International research tells us that healthcare organisations have a poor record when it comes to listening to and supporting whistleblowers. When a potential scandal emerges, pressure from the media and politicians can be intense. Health is emotive; we all know someone who needs the services of the system and the general public is intolerant of mistakes in this sector. 

This intolerance is often unfair: health is incredibly complex and errors are a fact of life. This constant demand for good news stories, or for a person to blame when something goes wrong, puts managers in an impossible position. Fearful of admitting mistakes, the temptation to cover them up is strong. With this comes a silencing of any whistleblowers involved. Healthcare crises exacerbate this problem.

Job security and speaking out

When asked about barriers to raising concerns, almost half of Irish employees list fears of losing their job or damaging future career prospects. Staff in the HSE and related services who are on short-term contracts are therefore in a particularly weak position when it comes to speaking out. Agency workers, student nurses and junior doctors are loath to jeopardise their reputation and find themselves excluded from future work. Covid-19 has increased the numbers of such people on the front line. People in precarious employment are, for example, among the most vulnerable staff in care homes. How likely is it that this group will disclose the ways they and their charges are being left behind?

From RTÉ News' Pandemic podcast, Colm Ó Mongáin and RTÉ Health Correspondent Fergal Bowers discuss the situation in nursing homes 

The legal position

So if healthcare workers persist in raising a serious issue despite all of us, they are protected by law, right? Technically, yes. Ireland's whistleblower law, the Protected Disclosures Act, is well-known and covers most healthcare workers since 2014. But the situation is confusing for employees in practise, with HSE guidance also referring to older legislation setting a much higher bar for legal protection if someone speaks out. This includes a requirement to show a "good faith" motivation. Famously difficult to prove and often used to discredit genuine whistleblowers in court, good faith motivations were omitted from the Protected Disclosures  Act. Overall a confusion about policies leads to a lack of confidence in the law, and a reluctance to speak out in healthcare.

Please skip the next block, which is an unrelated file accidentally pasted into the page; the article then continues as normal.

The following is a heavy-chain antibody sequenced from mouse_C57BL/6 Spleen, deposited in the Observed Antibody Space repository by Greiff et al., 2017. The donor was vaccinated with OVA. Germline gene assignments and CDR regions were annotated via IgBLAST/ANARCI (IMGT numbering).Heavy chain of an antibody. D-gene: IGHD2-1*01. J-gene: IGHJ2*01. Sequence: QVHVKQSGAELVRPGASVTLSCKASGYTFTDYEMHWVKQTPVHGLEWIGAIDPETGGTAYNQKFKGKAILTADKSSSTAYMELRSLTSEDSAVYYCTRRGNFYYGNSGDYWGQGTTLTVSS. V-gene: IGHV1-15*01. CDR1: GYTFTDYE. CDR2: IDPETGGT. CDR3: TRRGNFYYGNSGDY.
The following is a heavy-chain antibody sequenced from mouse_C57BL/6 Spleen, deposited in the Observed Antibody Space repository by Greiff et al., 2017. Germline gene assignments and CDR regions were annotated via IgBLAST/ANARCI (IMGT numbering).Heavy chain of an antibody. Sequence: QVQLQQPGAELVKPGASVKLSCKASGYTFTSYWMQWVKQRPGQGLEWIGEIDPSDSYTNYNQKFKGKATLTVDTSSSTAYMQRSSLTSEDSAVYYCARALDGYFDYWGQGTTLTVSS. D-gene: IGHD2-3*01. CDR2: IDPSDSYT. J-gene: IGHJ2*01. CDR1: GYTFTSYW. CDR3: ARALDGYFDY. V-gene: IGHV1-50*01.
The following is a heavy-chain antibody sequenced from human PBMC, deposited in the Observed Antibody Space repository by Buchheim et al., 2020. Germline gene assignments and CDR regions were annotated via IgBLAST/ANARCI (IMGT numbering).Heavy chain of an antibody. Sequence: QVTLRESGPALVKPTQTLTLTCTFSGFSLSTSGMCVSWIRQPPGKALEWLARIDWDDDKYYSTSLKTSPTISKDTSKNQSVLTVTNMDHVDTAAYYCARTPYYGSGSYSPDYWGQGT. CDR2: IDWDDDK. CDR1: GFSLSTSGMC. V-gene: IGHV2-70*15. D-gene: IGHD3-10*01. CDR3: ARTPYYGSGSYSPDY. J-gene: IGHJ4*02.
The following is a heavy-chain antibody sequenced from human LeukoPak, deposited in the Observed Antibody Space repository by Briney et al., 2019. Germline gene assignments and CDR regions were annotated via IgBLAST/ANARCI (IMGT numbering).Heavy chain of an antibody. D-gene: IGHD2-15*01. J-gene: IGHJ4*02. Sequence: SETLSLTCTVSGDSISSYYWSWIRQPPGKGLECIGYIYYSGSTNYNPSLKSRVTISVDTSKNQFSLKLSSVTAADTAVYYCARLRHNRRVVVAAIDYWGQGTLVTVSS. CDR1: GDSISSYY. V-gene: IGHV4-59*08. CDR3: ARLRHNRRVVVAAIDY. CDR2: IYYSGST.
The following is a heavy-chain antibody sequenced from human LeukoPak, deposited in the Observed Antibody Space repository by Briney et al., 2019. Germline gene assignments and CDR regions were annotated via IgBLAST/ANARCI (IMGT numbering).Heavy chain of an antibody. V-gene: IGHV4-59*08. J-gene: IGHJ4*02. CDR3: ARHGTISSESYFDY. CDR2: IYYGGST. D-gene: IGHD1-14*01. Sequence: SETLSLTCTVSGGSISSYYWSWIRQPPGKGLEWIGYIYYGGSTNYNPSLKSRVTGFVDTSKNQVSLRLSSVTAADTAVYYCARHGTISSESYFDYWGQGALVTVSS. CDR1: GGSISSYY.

We need whistleblowers now more than ever

These issues are not unique to Ireland and healthcare is one of the most difficult sectors worldwide in which to voice serious concerns.  But Covid-19 did not encounter an Irish healthcare service in good shape. Successive crises in waiting lists and hospital overcrowding point to a pressurised system. Against this backdrop, we now see rapid redeployment of staff and resources to deal with the virus and dramatic changes in an already-struggling sector.

Robust oversight has never been more critical. According to the OECD and European Commission, whistleblower support is vital for accountability. Transparency International Ireland have introduced welcome guidelines on raising concerns related to Covid-19, both for employers and workers, but more is needed.

Senior healthcare managers, politicians, and union representatives must act as voices of frontline staff who witness serious wrongdoing. Irish healthcare workers and managers need support when raising genuine concerns to protect themselves, their patients and the rest of the country. We owe it to them for all they are doing on our behalf.